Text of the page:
Take me as an example. After three days worth of prompting in the 2009 PAD, I was prepared to give up the ghost. I couldn't justify my work against the quality that was present here at Poetic Asides. I didn't think I fit in. But, I saw a comment on one of my poems by another neophyte that kept me in the game. That happened to be Marie Elena. You can't have a bad day or pen a bad poem for that matter, when you have that generous heart backing you. We've spurned each other into some good work, and along with the likes of De Jackson, Hannah Gosselin, Pearl Ketover Prilik, RJ Clarken, Salvatore Buttaci, Joseph Harker, Amy Barlow Liberatore, et al, have been able to assemble quite the group, within the group.
And to have our work ranked up among Marie-Elizabeth Mali, Bruce Neidt, Nancy Posey, Taylor Graham and the like, makes it more rewarding. You named me Poet Laureate, but these are the people of whom I am in awe.
Do you have any words of advice for poets who may be new to the poem-a-day challenges?
I guess my best advice for someone deciding to undertake the poem-a-day challenge would be to get to the prompt as early as possible. Think, but don't dwell on the prompt; your first instincts usually capture the essence of the prompt and are more spot on.
Don't be too literal with it. Look for the angle that isn't as apparent.
Point of view and perspective are your allies. Rely on them. Write your ass off, and when that is all said and done, you'll find you've also written your heart out; do not fear using what you (Robert) like to call, a confessional voice. Let the poetry be cathartic and liberating.
Above all else, embrace the support that this blog provides and feel free to contribute your own.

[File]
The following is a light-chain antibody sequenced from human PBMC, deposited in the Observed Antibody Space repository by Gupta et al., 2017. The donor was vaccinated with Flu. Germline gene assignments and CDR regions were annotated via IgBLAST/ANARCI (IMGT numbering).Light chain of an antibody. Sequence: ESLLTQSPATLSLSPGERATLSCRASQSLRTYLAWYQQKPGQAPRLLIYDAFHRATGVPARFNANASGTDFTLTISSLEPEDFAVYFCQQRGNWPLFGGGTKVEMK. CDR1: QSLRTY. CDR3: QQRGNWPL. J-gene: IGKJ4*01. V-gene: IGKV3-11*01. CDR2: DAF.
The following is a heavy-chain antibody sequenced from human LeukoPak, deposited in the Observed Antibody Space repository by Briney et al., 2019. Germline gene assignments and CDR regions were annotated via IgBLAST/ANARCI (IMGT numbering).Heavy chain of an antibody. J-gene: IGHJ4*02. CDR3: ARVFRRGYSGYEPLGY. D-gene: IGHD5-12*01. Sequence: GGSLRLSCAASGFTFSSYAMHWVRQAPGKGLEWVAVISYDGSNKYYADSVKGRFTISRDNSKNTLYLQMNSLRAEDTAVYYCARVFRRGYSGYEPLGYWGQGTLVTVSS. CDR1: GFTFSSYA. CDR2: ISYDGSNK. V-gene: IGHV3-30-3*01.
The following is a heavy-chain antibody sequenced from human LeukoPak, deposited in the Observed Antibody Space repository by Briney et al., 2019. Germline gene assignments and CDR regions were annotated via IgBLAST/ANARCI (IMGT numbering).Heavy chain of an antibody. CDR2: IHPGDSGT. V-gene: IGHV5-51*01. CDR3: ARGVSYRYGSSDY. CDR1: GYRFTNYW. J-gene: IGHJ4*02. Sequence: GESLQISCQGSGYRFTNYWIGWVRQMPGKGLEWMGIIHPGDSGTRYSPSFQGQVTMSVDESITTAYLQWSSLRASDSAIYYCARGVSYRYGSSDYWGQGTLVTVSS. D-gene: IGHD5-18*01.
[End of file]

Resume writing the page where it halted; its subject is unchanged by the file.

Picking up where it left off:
Did I say have fun? Have fun.
Who (or what) are you currently reading?
Being a devout Lennonite and Beatlemaniac, there is usually a tome within arm's reach that is either a biography or analysis of John Lennon or
the Beatles. Currently it's "John Lennon: The Life" by Philip Norman. Aside from his song lyrics, I thought John Lennon was a gifted poet "In His Own Write." But, I find it's that analytical mind that drives my muse.
When I was younger, I drove my parents nuts by tearing apart appliances to see how they worked. After a while, I was able to put them back together and actually have them work again. I do the same with poetry. I'll read books on the construction and composition of various forms or the works of as many of the classic poets I can get my hands on. I love anthologies. I analyze, then "reconstruct" them. Eventually, I get them to work for me too.
If you had only one piece of advice to share with other poets, what would it be?
You will only find inspiration in the places you look. Everything can work its way into your writing if it strikes your muse. There is as much inspiration in a block of moldy cheese as there is in a wonderful sunset. That's the nature of the process. If it triggers something deep within, be inspired by it. You just have to keep your eyes open and write your heart out. And like the lady said, "Never forget you are a poet."
Be sure to follow Walt's blogs listed again below:
Also, search for and friend him on Facebook--as well as in the comments of this blog.
Learn poetic forms, terms, and more...
...with The Poetry Dictionary, by John Drury. For instance, Walt mentioned the sestina and pantoum in his interview. Those forms and many others are explained (with example poems) in The Poetry Dictionary. Also, poetic terms, movements, and more are defined.